Lets take a closed four manifold $M:=\Sigma_1\times \Sigma_2,$ where $\Sigma_i$s are compact Riemann surfaces. Now if $V$ and $W$ are Spin$^\mathbb{C}$ bundles on $\Sigma_1$ and $\Sigma_2$ respectively, then one can define Spin$^\mathbb{C}$ bundle on $M$ with positive Spin$^\mathbb{C}$ bundle defined as \begin{equation*} V_+\otimes W_+\oplus V_-\otimes W_- \end{equation*} and negative Spin$^\mathbb{C}$ bundle defined as \begin{equation*} V_+\otimes W_-\oplus V_-\otimes W_+ \end{equation*} In general the quadratic term in Seiberg Witten equation acts like this:

For positive spinors $\phi,\psi,q(\phi)(\psi):=\langle\psi,\phi\rangle\phi-\frac{|\phi|^2}{2}\psi$.

In the above situation for $\phi\in V_+\otimes W_+,$ I can understand $q(\phi)$ acting on spinors in $V_+\otimes W_+$, but as the spaces are perpendicular, I am confused about the action of $q(\phi)$ on spinors in $V_-\otimes W_-$. Is it the trivial action ($0$)? Can we say something about what kind of self dual two form it represents?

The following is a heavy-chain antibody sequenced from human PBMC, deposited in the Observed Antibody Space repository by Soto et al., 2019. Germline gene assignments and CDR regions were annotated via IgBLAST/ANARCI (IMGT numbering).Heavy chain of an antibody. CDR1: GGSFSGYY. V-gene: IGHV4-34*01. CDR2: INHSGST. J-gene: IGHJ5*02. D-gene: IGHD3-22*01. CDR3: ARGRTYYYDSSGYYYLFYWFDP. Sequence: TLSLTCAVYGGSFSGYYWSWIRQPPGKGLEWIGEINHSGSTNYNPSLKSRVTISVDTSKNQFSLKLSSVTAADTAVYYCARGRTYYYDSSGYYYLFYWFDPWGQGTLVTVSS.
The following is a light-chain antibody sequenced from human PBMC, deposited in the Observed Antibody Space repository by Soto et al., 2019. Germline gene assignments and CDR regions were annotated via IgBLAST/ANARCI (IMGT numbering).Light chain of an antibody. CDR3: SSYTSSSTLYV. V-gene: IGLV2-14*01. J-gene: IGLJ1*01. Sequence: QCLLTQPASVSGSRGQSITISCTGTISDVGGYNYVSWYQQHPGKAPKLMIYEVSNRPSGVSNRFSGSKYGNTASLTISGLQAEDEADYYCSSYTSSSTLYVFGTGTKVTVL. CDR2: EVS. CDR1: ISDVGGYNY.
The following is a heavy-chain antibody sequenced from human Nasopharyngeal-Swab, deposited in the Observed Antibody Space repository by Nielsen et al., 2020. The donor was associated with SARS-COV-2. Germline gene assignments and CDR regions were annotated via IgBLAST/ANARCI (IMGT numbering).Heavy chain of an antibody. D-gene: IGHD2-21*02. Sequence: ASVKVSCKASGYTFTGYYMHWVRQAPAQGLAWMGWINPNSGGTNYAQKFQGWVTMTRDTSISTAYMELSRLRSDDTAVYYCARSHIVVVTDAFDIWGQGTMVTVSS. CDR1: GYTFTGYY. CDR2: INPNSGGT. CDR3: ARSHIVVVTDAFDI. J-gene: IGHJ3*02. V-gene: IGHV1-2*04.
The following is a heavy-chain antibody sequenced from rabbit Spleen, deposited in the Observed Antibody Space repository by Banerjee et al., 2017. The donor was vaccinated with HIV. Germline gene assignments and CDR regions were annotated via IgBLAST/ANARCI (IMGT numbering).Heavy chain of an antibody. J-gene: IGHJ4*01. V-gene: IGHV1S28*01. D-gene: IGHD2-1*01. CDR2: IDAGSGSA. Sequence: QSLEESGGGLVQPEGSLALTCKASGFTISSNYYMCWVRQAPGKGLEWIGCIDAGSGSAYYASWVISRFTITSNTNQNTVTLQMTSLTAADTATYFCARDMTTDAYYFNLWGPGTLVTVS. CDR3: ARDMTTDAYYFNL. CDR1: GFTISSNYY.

• $\begingroup$ @ChrisGerig, I am asking if using the induced metric on the direct sum, $q(\phi)$ acts trivially on $V_-\otimes W_-$, is that correct? If yes can we say what kind of two form that will represent? $\endgroup$
    – Partha
    Oct 10, 2021 at 12:39
  • 1
    $\begingroup$ @ChrisGerig here's what confusing me. So the quadratic term is basically $\phi^*\otimes \phi-$ its trace. If the first term is not there we shouldn't put the trace part. Ultimately the action should be trace-free. $\endgroup$
    – Partha
    Oct 10, 2021 at 16:54
  • $\begingroup$ @ChrisGerig I see now, thanks. $\endgroup$
    – Partha
    Oct 10, 2021 at 17:28

1 Answer 1


So your $\phi$ in this special case really means $(\phi,0)$ in the direct sum, while $\psi$ means $(0,\psi)$. Then $q(\phi)$ is the 2x2 matrix with vanishing off-diagonal entries and nontrivial diagonal entries ($\frac12|\phi|^2,-\frac12|\phi|^2)$, which is traceless. Particular values are $q(\phi)\phi=\frac12|\phi|^2\phi$ and $q(\phi)\psi=-\frac12|\phi|^2\psi$. (But if we looked at the full endomorphism $\phi\otimes\phi^*$ then it would vanish on $\psi$.) Now just compute the inverse (or adjoint) of the Clifford multiplication map to get your induced 2-forms.


You must log in to answer this question.

Not the answer you're looking for? Browse other questions tagged .